**Integers**

Every Data Sufficiency (DS) question can have 1 of 5 possible answers, and the possible answers are the same for every DS question. All DS questions are really two questions in one. You’re given a general problem, followed by two supplemental statements. The real problem is to evaluate each of the two statements independently to determine their individual sufficiency to solve the original general problem. As you determine the sufficiency of these statements, you are able to decide which of the following 5 answers to the Data Sufficiency question is the correct answer:

**A. Statement 1 is sufficient, but statement 2 is not.**

**B. Statement 1 is not sufficient, but statement 2 is.**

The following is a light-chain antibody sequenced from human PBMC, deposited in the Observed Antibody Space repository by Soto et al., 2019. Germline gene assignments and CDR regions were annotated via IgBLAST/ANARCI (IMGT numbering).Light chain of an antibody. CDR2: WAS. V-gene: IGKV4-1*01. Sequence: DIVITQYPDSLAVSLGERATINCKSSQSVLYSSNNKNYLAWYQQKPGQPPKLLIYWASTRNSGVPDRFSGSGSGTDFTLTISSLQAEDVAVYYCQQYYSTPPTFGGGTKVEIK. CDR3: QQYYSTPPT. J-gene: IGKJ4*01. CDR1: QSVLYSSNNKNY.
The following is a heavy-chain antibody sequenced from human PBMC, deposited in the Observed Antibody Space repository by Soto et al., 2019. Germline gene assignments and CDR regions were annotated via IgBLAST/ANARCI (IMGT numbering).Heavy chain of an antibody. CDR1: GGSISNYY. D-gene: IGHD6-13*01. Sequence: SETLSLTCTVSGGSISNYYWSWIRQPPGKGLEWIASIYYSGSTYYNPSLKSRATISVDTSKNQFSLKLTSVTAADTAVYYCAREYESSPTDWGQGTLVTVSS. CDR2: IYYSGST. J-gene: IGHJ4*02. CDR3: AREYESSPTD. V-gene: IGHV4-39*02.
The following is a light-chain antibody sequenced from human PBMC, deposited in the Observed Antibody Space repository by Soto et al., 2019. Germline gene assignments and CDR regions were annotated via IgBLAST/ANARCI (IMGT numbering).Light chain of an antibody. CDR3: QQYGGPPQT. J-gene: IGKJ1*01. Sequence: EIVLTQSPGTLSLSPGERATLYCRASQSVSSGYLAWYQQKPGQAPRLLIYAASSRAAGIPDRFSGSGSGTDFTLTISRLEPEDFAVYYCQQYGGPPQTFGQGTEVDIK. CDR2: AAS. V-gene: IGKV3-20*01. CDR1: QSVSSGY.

**C. Neither statement 1 nor statement 2 is sufficient, but together they are.**

**D. Both statement 1 and statement 2 are individually sufficient.**

**E. Neither statement 1 nor statement 2 is sufficient, and together they are not sufficient.**

The diagram above gives a pictorial representation of the 5 Data Sufficiency answers. The two statement numbers are shown in blue at the top of the first two columns. Note that green means sufficient, and red means not sufficient. As an example, if both statements 1 and 2 are individually sufficient, then the correct answer is D. For more information on the 5 DS answers, see our videos.

We illustrate these answers for integer problems with the following **12 examples**. Each of the first three examples provides 5 different versions of supplementary statements for the same general problem, and each of these 5 versions yields a different one of the 5 possible answers. The answers to these 5 versions are explained immediately after the problem. After the first 3 examples, we then give 9 additional examples with just one version of the supplementary statements.